However, it was not until 1981 that I felt ready to apply for membership. When I wrote her that I was ready to take the plunge, noting that she had joined at almost the same age, she replied:

Yes, life began at 47 and is still beginning at 74. Isn't that funny? A person can keep growing at any age. The opportunities are continuing. I appreciate this dear gift of life and expect to use it. Hope not to waste it....

Loomis Wilson, mountain scene.

You know I'm happy that you want to try the Friends. I try not to count on it too much. I was a state of despair over the meaninglessness of my agnostic life when Ann Lowry said, "Mary here is at heart a Quaker"...

I'll hold you in the light. First I have to be in the light, which takes expectancy, will to be patient, time, doesn't come on order, doesn't necessarily happen to you when you want it to, comes sometimes when least expected....

Now I am thinking of that rug Aunt May crocheted, that stepped out and spoke to you, up at the lake. You discovered that it was a work of art that had a life of its own. I believe you'll find your spiritual home, and hope it will be with us.

About the rug: I had been reading her copy of Laurence LeShan's How to Meditate, and was practicing. At my feet was a small oval rug which my great-aunt had made out of old bathing suits in the 1930s. It had faded to several shades of gray. As I stared at it, the bits of gray began to dance. Enter Aunt Molly. I said, "This rug is alive." After staring at it for a while she said she saw it too. Enter her son, my cousin George. Aunt Molly: "We're having a conversation with this rug, would you care to join us?"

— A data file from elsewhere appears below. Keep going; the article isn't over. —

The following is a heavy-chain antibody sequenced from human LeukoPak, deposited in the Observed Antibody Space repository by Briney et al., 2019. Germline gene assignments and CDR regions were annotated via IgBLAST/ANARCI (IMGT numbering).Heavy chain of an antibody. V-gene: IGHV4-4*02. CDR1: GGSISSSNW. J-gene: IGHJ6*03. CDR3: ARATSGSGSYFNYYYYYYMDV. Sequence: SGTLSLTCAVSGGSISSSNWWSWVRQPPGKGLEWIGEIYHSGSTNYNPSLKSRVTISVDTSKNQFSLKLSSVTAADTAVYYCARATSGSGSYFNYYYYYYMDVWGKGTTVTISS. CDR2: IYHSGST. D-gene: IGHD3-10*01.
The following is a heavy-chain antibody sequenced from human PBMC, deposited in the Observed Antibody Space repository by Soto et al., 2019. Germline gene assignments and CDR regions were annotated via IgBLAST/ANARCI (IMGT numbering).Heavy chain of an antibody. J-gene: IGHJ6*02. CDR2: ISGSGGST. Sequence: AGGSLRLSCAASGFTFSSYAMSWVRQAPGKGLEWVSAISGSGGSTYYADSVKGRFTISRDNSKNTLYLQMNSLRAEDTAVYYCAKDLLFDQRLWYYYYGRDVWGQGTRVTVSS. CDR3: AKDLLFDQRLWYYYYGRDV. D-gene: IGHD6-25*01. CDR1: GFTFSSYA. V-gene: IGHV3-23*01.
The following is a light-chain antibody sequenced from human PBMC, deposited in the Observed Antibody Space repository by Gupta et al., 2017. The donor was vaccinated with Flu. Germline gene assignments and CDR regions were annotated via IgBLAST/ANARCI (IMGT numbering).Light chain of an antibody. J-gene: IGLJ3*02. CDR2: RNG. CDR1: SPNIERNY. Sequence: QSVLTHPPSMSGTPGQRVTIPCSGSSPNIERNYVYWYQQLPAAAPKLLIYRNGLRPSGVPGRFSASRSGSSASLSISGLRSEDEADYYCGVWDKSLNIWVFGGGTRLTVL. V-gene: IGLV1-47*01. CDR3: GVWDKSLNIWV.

Everyone who knew her will remember her unique sense of humor—spontaneous, joyous, off the wall but never unkind, a sort of relishing the comedy of being human. If a person was the subject of the joke, the joke was always on all of us, not that person. Her humor was grounded in faith and in a fundamental acceptance of people, a sense of pervasive unity. From a 1995 letter:

Once in the past year some of us were talking at table about what is humor; sometimes it can be contrived and involve the ego, sometimes entirely spontaneous and I don't know where it comes from but it's healing (as if given to me to say) like something you describe with speaking in mtg., and it may surprise me—
Loomis Wilson, with collage.  Foxdale, 1990

At the time of her retrospective show she told me that until she was around eighty she had kept her Quakerism and her art in separate boxes. Yet the change in her art after she joined Friends is clear; it gradually becomes lighter, freer, more abstract, more joyous.

For me Aunt Molly provided living proof, over nearly fifty years, that art and Quakerism can be integrated, fused at a deep level. Had I not had her example I would not be editing T&S; I would not be a Quaker at all.

It strikes me with force how lucky I was. How many Friends, artists or no, can point to such a model of the integration of art and Quaker spirituality? Very few, I suspect. What has the dearth of such exemplary Quaker artists in the past meant for the Society as a whole?

Can we, as Quaker artists, have the courage to "be patterns, be examples"—to let our lives speak, as Mary Wilson's life spoke?

Types & Shadows is published quarterly by the Fellowship of Quakers in the Arts. Subscriptions are available through membership in the FQA.